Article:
STAINED GLASS NOODLE
Ahum… so. I was totally going to unveil my-first-time-ever… ground-shaking… storm-wielding… SALIVA-BURSTING TWO-TIER CELEBRATION BAKE that’s, gonna, rock, your, world!
But I fucked it up. Yep. Just, you know, the typical shit that happens to all of us, the cake batter crashing… buttercream breaking… bananas being bananas and the entire cake wiggling in a funky move like it was the 80’s and finally steadied itself in a very unattractive slant. I’m not sayin’ this with disrespect cuz I’m angry and all… but seriously, you bakers out there are fucking crazy.
Thus, brings us to this.
I didn’t mean to back-to-back two noodle recipes, I mean didn’t you hear a word I said? This is obviously a contingency measure, a con-man’s trick flaring with glitters and distractions just so nobody would notice that I was scooping up buttercream from the floor in the back-kitchen. Are you mesmerised yet? A glass noodle dish that magically turns green once entangled with a creamy, avocado-based pesto. It’s beautiful, vibrant, not to mention delicious, an inspiration I drew from a TV-show called Food Crawl with Lee Anne, and I want you to keep staring at it (or better yet, make it right this moment and be amazed!) like a moth to flame, just before I come back.
Because I have a cake to fix.
There are two different types of commonly sold “cellophane/glass noodles”. First type is made of tapioca starch, mostly known for its use in a popular Korean dish called japchae, and the second type is a Chinese variety made of mung bean starch, commonly called “dongfen (winter vermicelli)”. The Korean/tapioca starch variety would be my first choice (and also what’s used in this post) because it’s typically thicker and has a much substantial chewiness and texture than the Chinese/dongfen variety. I know all this can sound overwhelmingly confusing if you weren’t from either background, but trust me when I say that if you walk into ANY Korean grocery and ask for “japchae noodle”, you’ll find it.
Ingredients: adapted from The Hurricane Club
- Avocado/chili pesto:
- 1 small ~ medium-size avocado, ripe
- 1/4 cup (40 grams/1.4 oz) of cashew
- 3 (25 grams/0.9 oz) long green Asian chili or jalapeño, tough stems trimmed off
- 2 green scallions, cut into segments
- 2 cloves of garlic, smashed
- 1 tsp of salt
- 1/2 tsp of freshly ground black pepper
- 1/2 tsp of cream of tartar
- 1/3 cup of extra virgin olive oil
- 1/2 cup (35 grams/1.2 oz) of Thai basil leaves
- 1/3 cup (20 grams/0.7 oz) grated Parmigiano cheese, plus more to grate on top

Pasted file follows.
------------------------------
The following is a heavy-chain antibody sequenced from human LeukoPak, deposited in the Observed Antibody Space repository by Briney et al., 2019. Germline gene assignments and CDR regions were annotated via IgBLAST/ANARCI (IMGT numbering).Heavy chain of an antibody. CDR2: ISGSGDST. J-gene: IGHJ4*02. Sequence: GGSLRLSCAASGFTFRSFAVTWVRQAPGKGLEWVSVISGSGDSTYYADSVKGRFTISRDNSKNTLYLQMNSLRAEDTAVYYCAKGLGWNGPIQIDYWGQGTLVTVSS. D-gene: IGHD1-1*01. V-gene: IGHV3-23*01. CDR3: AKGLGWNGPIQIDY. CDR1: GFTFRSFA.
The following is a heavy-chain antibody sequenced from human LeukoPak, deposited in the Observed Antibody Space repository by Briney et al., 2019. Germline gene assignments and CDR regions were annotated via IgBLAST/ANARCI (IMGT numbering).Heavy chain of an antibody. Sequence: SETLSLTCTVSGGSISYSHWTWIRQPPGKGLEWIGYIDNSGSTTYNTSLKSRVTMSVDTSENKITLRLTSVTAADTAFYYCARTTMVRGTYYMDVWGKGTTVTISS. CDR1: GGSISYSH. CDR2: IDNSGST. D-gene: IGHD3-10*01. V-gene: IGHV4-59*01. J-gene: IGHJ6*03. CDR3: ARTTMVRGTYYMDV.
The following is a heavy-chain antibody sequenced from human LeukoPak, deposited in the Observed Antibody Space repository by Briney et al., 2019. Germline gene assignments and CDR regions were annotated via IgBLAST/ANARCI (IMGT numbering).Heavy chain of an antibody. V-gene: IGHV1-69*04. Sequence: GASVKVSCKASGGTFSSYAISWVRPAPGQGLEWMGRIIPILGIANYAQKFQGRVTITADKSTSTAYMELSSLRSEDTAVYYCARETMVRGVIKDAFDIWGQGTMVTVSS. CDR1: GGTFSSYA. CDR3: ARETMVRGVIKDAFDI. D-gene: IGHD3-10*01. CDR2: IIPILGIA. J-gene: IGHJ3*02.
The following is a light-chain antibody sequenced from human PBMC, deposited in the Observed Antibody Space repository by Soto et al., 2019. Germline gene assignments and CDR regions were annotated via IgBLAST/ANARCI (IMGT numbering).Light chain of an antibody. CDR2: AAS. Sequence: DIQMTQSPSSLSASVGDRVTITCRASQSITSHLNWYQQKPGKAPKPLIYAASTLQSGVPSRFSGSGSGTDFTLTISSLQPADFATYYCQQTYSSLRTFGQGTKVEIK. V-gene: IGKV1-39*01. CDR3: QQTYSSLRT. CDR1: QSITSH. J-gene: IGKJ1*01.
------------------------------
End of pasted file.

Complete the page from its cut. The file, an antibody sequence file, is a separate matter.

- 12.3 oz (350 grams) of thick-cut glass noodles, either Korean variety made of tapioca starch or thick-cut cellophane noodle
To make the pesto: Toast the cashews on a skillet over medium heat until lightly browned and smell nutty. Cut open the avocado and scrape out the flesh, discard the seed and skin. Place the avocado in a blender, with toasted cashews, long green Asian chili (or jalapeño), scallions, garlic, salt, ground black pepper and cream of tartar. Add 1/4 cup of extra virgin olive oil first and blend on high. The mixture is thick and you’ll need to stop the blender to push/move around the ingredients to help it blend smoothly. Add more extra virgin olive oil, but only enough to bring the mixture together (you’ll need approximately 1/3 cup). If the pesto is too oily, it will have difficulty sticking to the glass noodles. Once the mixture is smoothly blended, add Thai basil leaves and grated Parmigiano cheese, and blend again until smooth.
Transfer the pesto to a bowl and cover with plastic wrap. Press the plastic wrap down until it adheres to the surface of the pesto, to eliminate air-contact and oxidation. Keep in the fridge until needed.
To cook the glass noodle and assemble: Right before serving, cook the glass noodle according to package instructions. The cooking-time may vary largely based on the thickness and types you’re using. Thin thread-like cellophane noodles cook in no time, whereas thick Korean/tapioca-starch glass noodle, like the one I’m using, needs anywhere from 6 to 10 minutes.
Once the noodles are cooked, mix in the pesto while the noodles are still hot. You may not need all the pesto so start with 3/4 first. The glass noodles will start to look like a vibrant green color.
Shower the noodles with more grated Parmigiano cheese and some freshly ground black pepper. This is really a dish you’ll want to serve immediately because the pesto will start to oxidize and loose its color.